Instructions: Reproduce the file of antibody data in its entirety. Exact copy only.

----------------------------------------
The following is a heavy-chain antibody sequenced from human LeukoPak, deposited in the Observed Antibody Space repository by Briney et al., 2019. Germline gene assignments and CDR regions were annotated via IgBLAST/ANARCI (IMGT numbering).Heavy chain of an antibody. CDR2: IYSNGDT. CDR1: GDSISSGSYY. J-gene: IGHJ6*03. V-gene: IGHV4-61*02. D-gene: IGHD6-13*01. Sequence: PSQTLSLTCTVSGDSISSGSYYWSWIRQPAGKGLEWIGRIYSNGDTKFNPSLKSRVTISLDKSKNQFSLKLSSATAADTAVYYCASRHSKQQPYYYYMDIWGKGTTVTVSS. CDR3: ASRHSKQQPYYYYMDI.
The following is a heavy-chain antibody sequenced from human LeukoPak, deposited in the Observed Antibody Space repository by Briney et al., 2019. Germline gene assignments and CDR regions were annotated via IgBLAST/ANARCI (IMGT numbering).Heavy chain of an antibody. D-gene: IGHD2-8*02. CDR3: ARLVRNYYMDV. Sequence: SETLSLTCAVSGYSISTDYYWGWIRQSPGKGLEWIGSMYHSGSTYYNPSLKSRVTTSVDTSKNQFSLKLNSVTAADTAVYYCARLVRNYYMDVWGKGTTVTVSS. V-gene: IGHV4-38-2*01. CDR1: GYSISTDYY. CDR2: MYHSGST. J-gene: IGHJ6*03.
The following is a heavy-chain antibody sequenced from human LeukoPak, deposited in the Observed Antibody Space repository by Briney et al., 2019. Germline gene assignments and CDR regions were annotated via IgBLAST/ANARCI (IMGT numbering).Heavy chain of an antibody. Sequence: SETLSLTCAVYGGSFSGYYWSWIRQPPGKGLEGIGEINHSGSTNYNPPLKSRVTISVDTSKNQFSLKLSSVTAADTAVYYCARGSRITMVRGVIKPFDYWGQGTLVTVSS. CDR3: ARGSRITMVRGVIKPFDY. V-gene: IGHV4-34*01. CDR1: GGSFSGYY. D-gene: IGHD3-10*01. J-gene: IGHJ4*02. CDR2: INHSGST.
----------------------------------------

The following is a heavy-chain antibody sequenced from human LeukoPak, deposited in the Observed Antibody Space repository by Briney et al., 2019. Germline gene assignments and CDR regions were annotated via IgBLAST/ANARCI (IMGT numbering).Heavy chain of an antibody. CDR2: IYSNGDT. CDR1: GDSISSGSYY. J-gene: IGHJ6*03. V-gene: IGHV4-61*02. D-gene: IGHD6-13*01. Sequence: PSQTLSLTCTVSGDSISSGSYYWSWIRQPAGKGLEWIGRIYSNGDTKFNPSLKSRVTISLDKSKNQFSLKLSSATAADTAVYYCASRHSKQQPYYYYMDIWGKGTTVTVSS. CDR3: ASRHSKQQPYYYYMDI.
The following is a heavy-chain antibody sequenced from human LeukoPak, deposited in the Observed Antibody Space repository by Briney et al., 2019. Germline gene assignments and CDR regions were annotated via IgBLAST/ANARCI (IMGT numbering).Heavy chain of an antibody. D-gene: IGHD2-8*02. CDR3: ARLVRNYYMDV. Sequence: SETLSLTCAVSGYSISTDYYWGWIRQSPGKGLEWIGSMYHSGSTYYNPSLKSRVTTSVDTSKNQFSLKLNSVTAADTAVYYCARLVRNYYMDVWGKGTTVTVSS. V-gene: IGHV4-38-2*01. CDR1: GYSISTDYY. CDR2: MYHSGST. J-gene: IGHJ6*03.
The following is a heavy-chain antibody sequenced from human LeukoPak, deposited in the Observed Antibody Space repository by Briney et al., 2019. Germline gene assignments and CDR regions were annotated via IgBLAST/ANARCI (IMGT numbering).Heavy chain of an antibody. Sequence: SETLSLTCAVYGGSFSGYYWSWIRQPPGKGLEGIGEINHSGSTNYNPPLKSRVTISVDTSKNQFSLKLSSVTAADTAVYYCARGSRITMVRGVIKPFDYWGQGTLVTVSS. CDR3: ARGSRITMVRGVIKPFDY. V-gene: IGHV4-34*01. CDR1: GGSFSGYY. D-gene: IGHD3-10*01. J-gene: IGHJ4*02. CDR2: INHSGST.